Comparison of Temazepam and Acetazolamide to Treat Difficulty Sleeping at High Altitude


More than 70% of visitors to high altitude suffer poor sleep. The present study seeks to answer the question: Which medication is associated with better sleep at high altitude: temazepam or acetazolamide? The investigators hypothesis is that one medication will be associated with higher subjective sleep scores than the other. The study will compare the sleep quality of 100 subjects as they take either temazepam or acetazolamide during a visit to high altitude.

Full Title of Study: “Treatment of High-altitude Sleep Disturbance: A Double-blind Comparison of Temazepam Versus Acetazolamide.”

Study Type

  • Study Type: Interventional
  • Study Design
    • Allocation: Randomized
    • Intervention Model: Parallel Assignment
    • Primary Purpose: Treatment
    • Masking: Triple (Participant, Care Provider, Investigator)
  • Study Primary Completion Date: July 2012

Detailed Description

Difficulty sleeping is very common with acute high altitude exposure. Sleep disturbances were reported by more than 70% of participants in acute mountain sickness pharmacologic treatment trials. Difficulty sleeping is one of the primary complaints of visitors to high altitude and some authors consider difficulty sleeping to be nearly universal at high altitudes. Acetazolamide, temazepam, zolpidem and zaleplon are all effective and safe in treating the acute insomnia of high altitude. No head-to-head trials have been performed to determine the best drug class for treatment of high altitude sleep disturbances. The purpose of this study is to compare temazepam and acetazolamide in the treatment of high altitude sleep disturbances. Such knowledge will benefit the hundreds of thousands of visitors to areas of high altitude throughout the world. The study will be a convenience sample of 100 trekkers in Manang, Nepal (elevation 11,500 feet). The study will only enroll trekkers who have gained more than 200 meters (650 feet) over the preceding 24 hours. Subject enrollment will take place from March 1, 2012, through May 30, 2012. One hundred subjects will be enrolled. All subjects will complete the study in Manang, Nepal. Once an individual decides to enroll in the study, they will be instructed on the risks of the study and informed consent will be obtained. Eligibility to participate will be verified. Each subject will be randomly assigned to take 125 mg of acetazolamide or 7.5 mg of temazepam by mouth immediately prior to going to bed. Each subject will only take one dose of the medication as part of the trial. Subjects will wear a pulse oximeter and an actigraph to bed. An actigraph is an accelerometer that is worn like a wrist watch. Actigraphs can sense and record movement and for this reason are often used in sleep studies to help measure sleep duration and quality. Study participants will keep a sleep log and will be asked to complete a Groningen Sleep Quality Questionnaire Survey and Lake Louise Acute Mountain Sickness questionnaire. Subjects will also complete a Stanford Sleepiness Scale every hour for eight hours. Through both objective and subjective measurement of sleep quality, this study is designed to determine which medication is associated with improved sleep at high altitude.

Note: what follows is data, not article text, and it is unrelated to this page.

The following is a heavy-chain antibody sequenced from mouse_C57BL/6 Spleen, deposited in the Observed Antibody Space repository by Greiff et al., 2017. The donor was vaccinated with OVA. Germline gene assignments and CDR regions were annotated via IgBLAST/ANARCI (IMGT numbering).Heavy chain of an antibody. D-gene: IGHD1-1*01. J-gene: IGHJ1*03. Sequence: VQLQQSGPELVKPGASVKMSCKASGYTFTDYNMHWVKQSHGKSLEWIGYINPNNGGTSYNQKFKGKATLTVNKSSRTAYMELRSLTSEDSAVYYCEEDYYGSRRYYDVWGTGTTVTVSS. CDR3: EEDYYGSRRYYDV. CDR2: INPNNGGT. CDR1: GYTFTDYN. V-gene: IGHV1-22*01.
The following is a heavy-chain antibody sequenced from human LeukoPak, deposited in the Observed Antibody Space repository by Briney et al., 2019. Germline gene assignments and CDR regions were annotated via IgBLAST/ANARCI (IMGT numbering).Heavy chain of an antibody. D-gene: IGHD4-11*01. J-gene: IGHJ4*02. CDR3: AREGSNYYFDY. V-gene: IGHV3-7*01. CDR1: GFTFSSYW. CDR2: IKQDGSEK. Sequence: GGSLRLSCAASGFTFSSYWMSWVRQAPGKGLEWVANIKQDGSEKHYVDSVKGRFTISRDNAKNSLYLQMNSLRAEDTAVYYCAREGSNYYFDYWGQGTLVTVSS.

• Drug: Temazepam
    • Temazepam 7.5mg capsule to be taken by mouth at bedtime for one night only.
  • Drug: Acetazolamide
    • Take Acetazolamide 125mg tablet by mouth at bedtime for one night only.

Arms, Groups and Cohorts

  • Active Comparator: Temazepam
    • 50 subjects are instructed to take 7.5mg temazepam by mouth prior to going to sleep for one night only.
  • Active Comparator: Acetazolamide
    • 50 subjects are instructed to take 125mg of acetazolamide by mouth prior to going to sleep one night only.

Clinical Trial Outcome Measures

Primary Measures

  • Global assessment of sleep quality using a 100mm visual analog scale
    • Time Frame: 1 day
    • The morning after taking the study medication, subjects will be asked: How would you rate last night’s sleep quality? They will mark their answer on a 100mm visual analog scale with 0mm representing ‘worst night of sleep ever’ and 100mm representing ‘best night of sleep ever’.
  • The Groningen Sleep Quality Questionnaire survey
    • Time Frame: 1 day
    • The Groningen Sleep Quality Questionnaire survey includes fifteen questions that describe sleep onset, sleep quality, awakenings, sleep duration, and wake up quality. Survey is completed by the subject.

Secondary Measures

  • Sleep Onset Latency
    • Time Frame: 1 day
    • The amount of time it takes the subject to fall asleep. Reported by the subject.
  • Total Sleep Duration
    • Time Frame: 1 day
    • The total amount of time that the subject slept. Recorded by the subject.
  • Time in Bed
    • Time Frame: 1 day
    • The amount of time the subject spent in bed. Recorded by the subject.
  • Number of Awakenings
    • Time Frame: 1 day
    • The number of times the subject woke up from sleep. Recorded by the subject.
  • Number of Awakenings to Urinate
    • Time Frame: 1 day
    • Number of time the subject woke up from sleep to use the restroom. Recorded by the subject.
  • Wake Time After Sleep Onset
    • Time Frame: 1 day